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Wood, why wood? In my opinion, the main appeal of using wood as a fuel, is its abundance. There’s lots of it just laid around the countryside waiting to be picked up and put to good use. Any other type of stove requires you to firstly spend money buying something to burn and secondly, you’ll need to carry that something with you … potentially, wood means free fuel and less to carry.

It’s not entirely without its drawbacks though – and for the well presented, modern day bikepacker, the main downside to wood is sooty pans. I know that sounds like a trivial issue but the soot from a pot can soon get transferred to you, who will more than likely transfer that soot directly to a £200 sleeping bag or £100 jacket … which probably isn’t something you want.

Wood produces soot because it’s inefficient, when it burns it doesn’t burn fully and the soot is the legacy it leaves behind. If you can somehow increase the efficiency, then you should also reduce the amount of soot left on your cookware, hands, sleeping bag, etc. One way to do this is by using what generally gets termed as a ‘wood gas stove’ … I put a post up a while ago which explains a little more about the concept and details how to make one. However, for those who can’t be bothered to click the link, the thinking goes something like this – when wood burns it produces gas. Some of this gas is flammable but it usually doesn’t ignite because there isn’t enough air available to support combustion. If we could somehow mix additional air with this gas, then it will ignite, which means a more efficient burn, greater heat output, lowered fuel consumption and less soot … and that, is what the SOLO stove promises.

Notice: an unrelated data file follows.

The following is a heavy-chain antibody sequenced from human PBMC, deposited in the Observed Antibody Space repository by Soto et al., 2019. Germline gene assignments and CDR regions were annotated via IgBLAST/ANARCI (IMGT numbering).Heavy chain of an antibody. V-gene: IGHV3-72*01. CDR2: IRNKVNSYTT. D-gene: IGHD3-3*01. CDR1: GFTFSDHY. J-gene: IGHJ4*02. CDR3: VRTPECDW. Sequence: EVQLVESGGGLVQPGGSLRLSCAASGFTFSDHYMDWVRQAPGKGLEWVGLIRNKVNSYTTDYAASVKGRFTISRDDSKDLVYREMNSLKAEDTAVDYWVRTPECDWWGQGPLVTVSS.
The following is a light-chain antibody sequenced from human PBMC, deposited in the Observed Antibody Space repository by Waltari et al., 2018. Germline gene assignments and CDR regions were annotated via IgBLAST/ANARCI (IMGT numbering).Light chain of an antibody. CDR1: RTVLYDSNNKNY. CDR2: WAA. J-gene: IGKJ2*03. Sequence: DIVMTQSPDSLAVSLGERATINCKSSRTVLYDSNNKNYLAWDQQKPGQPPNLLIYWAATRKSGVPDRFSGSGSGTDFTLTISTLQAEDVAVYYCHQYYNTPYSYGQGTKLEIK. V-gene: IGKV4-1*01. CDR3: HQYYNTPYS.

Air in the bottom and out the top.

The stove’s made entirely from stainless steel. It comes in two parts, which consist of the main stove body and the detachable pot support … which fits inside the stove for safe keeping when packed. The air intake holes around the outside of the base feed air to both the base of the fire and also to the air holes around the top of the inner wall. It’s the air coming in through these top holes that mixes with the unburnt gases and helps promote a more complete burn.

Just add pan.

Packed, the stove measures 98mm high x 108mm in diameter and in its stuff sack tips the scales at 255g. That’s not particularly small or light but neither is it big or heavy, especially when you consider that there’s no additional fuel to carry, something which will no doubt become more beneficial on longer trips.

Pot support flipped upside down stores inside the main stove body.

I’ve dabbled with a variety of wood stoves in the past and they’ve all enabled me to cook and brew up even if the weather’s been unkind but they do take a little work. It’s not instant, you can’t just turn a knob and press a button, there’s a certain amount of effort involved but as with most things in life … the effort can make the process all the more satisfying.

I’ll return in a few weeks to let you know how we’ve got on.

Full review HERE

One Comment

  1. Unknown says:

    Am keen to find out how you get on. Looks great

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